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The Real Truth about Low Graduation Rates, An Evidence-Based Commentary

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Document date: August 31, 2004
Released online: August 31, 2004

The nonpartisan Urban Institute publishes studies, reports, and books on timely topics worthy of public consideration. The views expressed are those of the authors and should not be attributed to the Urban Institute, its trustees, or its funders.

Note: This report is available in its entirety in the Portable Document Format (PDF).


Achievement testing is the centerpiece of the state accountability systems mandated by the federal No Child Left Behind Act (NCLB). Accordingly, the public attention directed towards achievement scores has largely eclipsed the crucial role that graduation rates play in NCLB accountability, at least until recently. As a new body of research on graduation rates is gaining wider currency, we are just now coming to an uncomfortable realization — the nation appears to be facing a crisis in high school completion. These findings have prompted much-needed investigations into several key issues: the origins of the law's concern about graduation rates; status of graduates and dropouts for NCLB accountability; the consequences of using different ways to define and measure graduation rates; and state strategies for incorporating graduation rates into their federal accountability plans. This paper draws on recent research and analysis from the Urban Institute in an attempt to clarify these issues and to offer a foundation upon which to ground on-going policy debates, future research into the graduation and dropout phenomena, and the shape of the next generation of educational accountability systems.

ASLEEP AT THE WHEEL

In an age of data-driven accountability, it is hard to imagine being surprised by a statistic, especially a basic piece of information that we think we already know. During the past year, as states have gone about the business of implementing the federal No Child Left Behind Act, the performance of the nation's public schools in a fundamental albeit largely neglected area has been brought into a penetrating and increasingly unflattering light. As it turns out, graduation rates are lower than previously thought, probably much lower.

If asked to guess the graduation rate in the nation's public schools, the conventional wisdom would suggest a figure in the neighborhood of 85 percent. For decades, in fact, commonly-reported statistics from the Current Population Survey and Census would have pointed to an answer in that range.1 Databases such as these are readily available and well-known, which have made them attractive sources of information. At the same time, however, it is important to note that statistics from these sources typically capture the characteristics of the general young adult population (e.g., age 18 to 24) rather than those of students who are attending or have recently left public schools.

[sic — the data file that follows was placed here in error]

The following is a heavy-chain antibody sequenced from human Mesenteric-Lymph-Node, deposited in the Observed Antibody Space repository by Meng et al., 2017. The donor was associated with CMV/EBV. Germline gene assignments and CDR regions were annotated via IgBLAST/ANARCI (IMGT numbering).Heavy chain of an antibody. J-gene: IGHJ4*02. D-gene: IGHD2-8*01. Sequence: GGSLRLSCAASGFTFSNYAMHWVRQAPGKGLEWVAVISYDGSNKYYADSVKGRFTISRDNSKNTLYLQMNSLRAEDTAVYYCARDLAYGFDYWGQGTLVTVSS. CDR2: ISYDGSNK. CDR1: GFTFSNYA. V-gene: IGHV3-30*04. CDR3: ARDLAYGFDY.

In addition, estimates from such population-based data sources are not able produce reliable annual estimates below the regional level, cannot readily distinguish between public and private school students, and may reflect the educational attainment of young adults who no longer live in the place where they attended, graduated from, or dropped out of high school. Consequently, population statistics are ill-suited for measuring the performance of public education systems, which is now a primary concern under NCLB.

A much more sanguine picture emerges from a recent wave of reports based on data derived directly from the actual public school systems being held accountable under No Child Left Behind.2 To take an example from a growing body of studies, research from the Urban Institute suggests that today slightly more than two-thirds of public high school students nationwide receive a diploma (Exhibit 1). Even more disturbing is the finding that little more than one-half of students from historically disadvantaged racial and ethnic groups finish high school. The situation appears to be even more dire for students in our nation's largest high poverty urban districts, where as few as one-third of all students graduate. In these places, completion rates among certain disadvantaged groups of students are often lower still.

Notes from this section

1. The Current Population Survey has been a primary sources of information on high school dropout and completion rates reported by the U.S. Department of Education for several decades. See, Dropout Rates in the United States: 2000 (Washington, DC: National Center for Education Statistics, U.S. Department of Education, 2002).

2. Several reports released by the Urban Institute have contributed to this new wave of research on high school graduation: Keeping Count and Losing Count: Calculating Graduation Rates for All Students under NCLB Accountability (Washington, DC, Urban Institute, 2003); Who Graduates? Who Doesn't? A Statistical Portrait of Public High School Graduation, Class of 2001 (Washington, DC, Urban Institute, 2004); Losing Our Future: How Minority Youth are Being Left Behind by the Graduation Rate Crisis (Cambridge, MA, The Civil Rights Project at Harvard University and the Urban Institute, 2004). Other organizations have arrived at similar findings regarding the extent of the high school completion crisis: Telling the Whole Truth (or Not) About High School Graduation (Washington, DC, The Education Trust, 2003); Public High School Graduation and College Readiness Rates in the United States (New York, The Manhattan Institute, 2003); Locating the Dropout Crisis (Baltimore, MD, Johns Hopkins University, 2004)

Note: This report is available in its entirety in the Portable Document Format (PDF).



Topics/Tags: | Education | Governing | Race/Ethnicity/Gender


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